The early photographers worked with available light, so the advent of flash would cause some debate about the aesthetic integrity of artificial illumination. But once it became a thought/invention, rather like photography itself, flash could not be extinguished. It began as an ornate and often dangerous effort to take photography, which means ‘writing with light’, to places where light could not be found. Interiors. Caves. Tunnels. Corners. Night.
The earliest known flash photography dates from 1839 and was produced by limelight. In a process borrowed from theatres and music halls, a ball of calcium carbonate would be heated in an oxygen flame until it became incandescent. By the 1860s, magnesium served as the principal source of illumination, but as Kate Flint (a historian of flash photography) notes, flash retained an “explosive unpredictability.” Even after 1887, when Johannes Gaedicke and Adolf Miethe invented a more reliable compound – Blitzlichtpulver (lightning flash powder) photographers suffered frequent burns and injuries, while studio explosions and fires continued to be a hazard of the profession.
Simultaneous to these practical obstacles, flash prompted moral and aesthetic debate. On the latter point, was it a perversion of photography itself? A violation of truths that might only be reached in natural or available light? Was truth compromised by such contraptions? Or – and here we cross to the moral and political concerns – was flash both the means and metaphor for shedding light on hidden worlds, showing us our dark corners? Certainly, this was the intention of Jacob Riis, who deployed flash in his Lower East Side tenement photos taken in the 1880s and 1890s.
In the decades after Riis, the question of flash as productive intervention versus flash-as-violation would divide the documentarians, including the Depression-era, Farm Security Administration (FSA) photographers. Dorothea Lange, who disliked the intrusiveness of flash, took her best photographs outdoors. Ben Shahn declared flash immoral, noting that it destroyed the real darkness of the sharecropper’s cabin: “I wanted very much to hold onto this [darkness] you see. Now, that’s a matter of personal judgment… whether you divulge everything or whether things are kept mysterious as they are viewed.” (Flint, Flash!: Photography, Writing, and Surprising Illumination, Oxford UP, 2017.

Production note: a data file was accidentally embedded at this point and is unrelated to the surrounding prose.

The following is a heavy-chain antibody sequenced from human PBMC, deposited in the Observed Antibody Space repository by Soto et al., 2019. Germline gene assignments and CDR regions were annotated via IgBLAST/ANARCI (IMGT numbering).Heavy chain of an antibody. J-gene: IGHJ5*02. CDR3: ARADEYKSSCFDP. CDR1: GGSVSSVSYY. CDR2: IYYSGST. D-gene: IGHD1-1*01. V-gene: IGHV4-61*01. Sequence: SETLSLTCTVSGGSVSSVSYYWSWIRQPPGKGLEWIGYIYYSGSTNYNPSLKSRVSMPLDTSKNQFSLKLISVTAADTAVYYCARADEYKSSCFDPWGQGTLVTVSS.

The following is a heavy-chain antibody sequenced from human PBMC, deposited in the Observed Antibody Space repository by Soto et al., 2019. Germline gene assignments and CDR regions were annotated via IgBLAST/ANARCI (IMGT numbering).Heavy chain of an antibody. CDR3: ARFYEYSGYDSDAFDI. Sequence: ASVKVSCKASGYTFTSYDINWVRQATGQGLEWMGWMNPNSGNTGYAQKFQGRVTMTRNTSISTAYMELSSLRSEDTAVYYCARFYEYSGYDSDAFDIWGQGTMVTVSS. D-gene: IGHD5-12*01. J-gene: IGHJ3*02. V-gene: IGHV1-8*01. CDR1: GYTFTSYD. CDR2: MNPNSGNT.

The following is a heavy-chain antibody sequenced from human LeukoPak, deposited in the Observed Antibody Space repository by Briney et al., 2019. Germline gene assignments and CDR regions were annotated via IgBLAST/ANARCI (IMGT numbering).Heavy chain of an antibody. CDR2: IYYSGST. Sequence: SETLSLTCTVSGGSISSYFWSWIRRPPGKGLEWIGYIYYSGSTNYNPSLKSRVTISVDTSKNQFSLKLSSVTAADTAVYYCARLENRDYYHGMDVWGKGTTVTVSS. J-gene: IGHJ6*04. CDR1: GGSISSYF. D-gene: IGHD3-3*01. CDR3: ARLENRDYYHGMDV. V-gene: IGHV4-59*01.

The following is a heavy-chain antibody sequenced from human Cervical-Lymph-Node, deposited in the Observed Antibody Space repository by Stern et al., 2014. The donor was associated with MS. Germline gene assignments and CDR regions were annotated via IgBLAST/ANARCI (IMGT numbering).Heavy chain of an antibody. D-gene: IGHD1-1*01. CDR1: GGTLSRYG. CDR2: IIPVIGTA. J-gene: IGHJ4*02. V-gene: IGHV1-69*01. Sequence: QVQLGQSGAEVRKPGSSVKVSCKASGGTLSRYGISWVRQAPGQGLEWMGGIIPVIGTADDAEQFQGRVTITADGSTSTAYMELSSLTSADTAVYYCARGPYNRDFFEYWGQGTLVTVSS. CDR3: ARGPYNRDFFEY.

Yet other FSA photographers – most notably Russell Lee and Marion Post Wolcott openly incorporated their use of flash, while Flint notes that Walker Evans was more circumspect, reported by James Agee to have reversed a tiny mirror so that the flash might not be reflected back in one of his interiors. (See Flint, Flash!)
The FSA photographers had access to flashbulbs, which replaced the old powder solutions and were generally available after 1930. The “ease and portability” (Flint) of the bulbs would have an impact not only on documentarians, but on police and news photographers, and those later termed the paparazzi (after the photographer-character named Paparazzo in Fellini’s 1959 film, La Dolce Vita).
Weegee’s crime photographs (1930s and ’40s) would find their counterparts in the pulp fiction novels and films of the period. George Harmon Coxe’s character, Flashgun Casey, was a crime photographer who first appeared in a 1934 edition of Black Mask, the influential pulp magazine, before featuring in novels, radio, television and film.
Cinema has featured numerous memorable photographers from the very beginning, but none used flash as deliberately as Hitchcock in Rear Window (1954), when Jimmy Stewart’s wheelchair-bound photographer uses his flashgun to disorient the killer. We are shown each flash as the photographer covers his own eyes before setting it off, but then we switch to the reverse angle, seeing the flash through the eyes of the killer, as his retina is overwhelmed and his vision floods with red.
Yet what Flint calls the “drama of flash” – its high contrast, “intense darkness” against bright light – is perhaps best considered in relation to forties film noir. Noir replicated that high contrast imagery, but in fact, its visual effects typically derived from low-budget (and therefore low-light) B-movie cinematography. In addition, film noir emerged in the decade suffused with darkness, post-war malaise, and pessimism. It was a cinema marked by altered gender relations, the arrival of German exiles in Hollywood, and the legacy of German Expressionism.
These were the cultural shadows embraced by noir and which ran counter to flash photography’s metaphors of clarity, (E)nlightenment, and revelation. So if noir draws at all from metaphors of revelation, this is to be found in its narrative structures, particularly its regular use of flashback, rather than its cinematography.
Next up: flashback